The “Create a form from a JSON object” requirement in the second feature request sounds like it would probably accomplish what I need.
As it turns out, after spending several hours working on this yesterday, I’ve decided that having two (ultimately more than two) tables is going to be advantageous anyway. What I have now is a postgresql table called “clients” that has one column, client_name (varchar, a primary key). Then I have a second table called “keysandvalues” that has three columns, client_name (a foreign key), key (varchar), and value (text). The primary key is (client_name, key). So this allows me to have different sets of keys for each client, and I think that’s going to be very advantageous.
I’ve got a proof of concept working that displays the clients table, and has buttons for “add client,” “delete client,” and “refresh table” (the latter probably won’t be needed once I get everything coded correctly, but it’s helpful for debugging). When you select the client in the first table, the second table populates with the keys and values for that client. You then have buttons for “add key/value”, “delete key/value”, and “refresh table”. On the right I have a form, that populates with the key (a disabled input) and value selected in the second table. It has an “edit” button, so if you want to change a value, you select the client, then select the key, then fill in the new value and hit “edit”. (I have a constraint so that you can’t accidentally delete a client without deleting all the key/value pairs first. I guess I’ll add a more streamlined way to delete a client and all pairs, with lots of “are you really really sure” popups, but for now this works nicely to prevent screwups.)
It seems to work, and most of the time I spent was reading documentation. This could have been implemented in just a couple hours (probably even less than that) if I didn’t have to teach myself how appsmith works. (I also ran into trouble while using Safari; I’m not sure if these issues are documented, but appsmith works fairly perfectly in Chrome, and fairly poorly in Safari; no big deal, once I figured this out I switched to Chrome.)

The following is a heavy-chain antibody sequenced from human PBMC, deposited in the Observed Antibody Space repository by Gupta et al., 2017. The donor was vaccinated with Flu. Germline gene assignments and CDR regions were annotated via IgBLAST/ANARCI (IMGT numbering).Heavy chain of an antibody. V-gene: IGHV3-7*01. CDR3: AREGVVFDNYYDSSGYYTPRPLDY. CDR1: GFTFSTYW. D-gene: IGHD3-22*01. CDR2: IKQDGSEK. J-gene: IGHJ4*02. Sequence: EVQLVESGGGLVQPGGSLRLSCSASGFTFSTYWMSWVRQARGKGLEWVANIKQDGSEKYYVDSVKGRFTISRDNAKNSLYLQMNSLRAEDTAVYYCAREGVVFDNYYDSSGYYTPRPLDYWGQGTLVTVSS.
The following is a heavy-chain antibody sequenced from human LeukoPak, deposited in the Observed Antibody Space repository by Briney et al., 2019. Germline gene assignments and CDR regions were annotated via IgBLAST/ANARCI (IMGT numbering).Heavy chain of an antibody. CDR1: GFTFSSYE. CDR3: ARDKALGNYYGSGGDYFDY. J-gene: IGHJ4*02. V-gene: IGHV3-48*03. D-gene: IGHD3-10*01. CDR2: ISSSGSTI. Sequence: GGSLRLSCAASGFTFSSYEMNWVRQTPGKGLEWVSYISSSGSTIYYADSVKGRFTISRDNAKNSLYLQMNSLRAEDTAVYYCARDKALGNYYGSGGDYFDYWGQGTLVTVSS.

Next I’m working on creating a third table, maybe named “options”, that provides options for each type of key. I’ll add a drop-down menu to the form, in addition to the input box. If you select an option from the option menu, it’ll populate the input box. If you edit the input box, it’ll reset the option menu to unselected. Then when you hit the “edit” button it’ll edit the key to the value in the input box. Managing options will be done on a separate page, as it’s not as common of a thing to do, but it will be needed frequently enough that I don’t want people to have to edit the appsmith app to do it.
With “Create a form a JSON object” I could get more fancy, and have different controls besides just option menu and input box (which hopefully will one day be able to be combined into a combobox anyway). But for the most part, I think I’ve got enough to get this out to my staff for testing in the near future. (I probably should add a date-selection box, which can usually be hidden. I can probably use the same hack of updating an input box whenever the date gets updated using the date control, and just storing the value as a string. This will make sense for my use-case, as sometimes you’ll want to put the date as “Unknown” or “July 2021” or something else that doesn’t fit neatly into using a date-selection box.
(One thing I’m doing with all of this is automated PDF generation. Staff should be able to enter in the data, select a PDF template from a list, and download the filled-in PDF. I have some other tools I’m using for PDF generation. Some of which are ready for production, and some of which are just in the planning stages.)
I’m really impressed by how simple it was to create this app and also by how fast it runs. I’ve been trying to do it several other ways, struggling for months and ultimately giving up, and I whipped this up in just a few hours, without making a whole lot of compromises. I’m kind of glad I was forced to rethink things, as the way I was trying to do it previously would have been a lot harder. But it will be useful to solve very limited problems.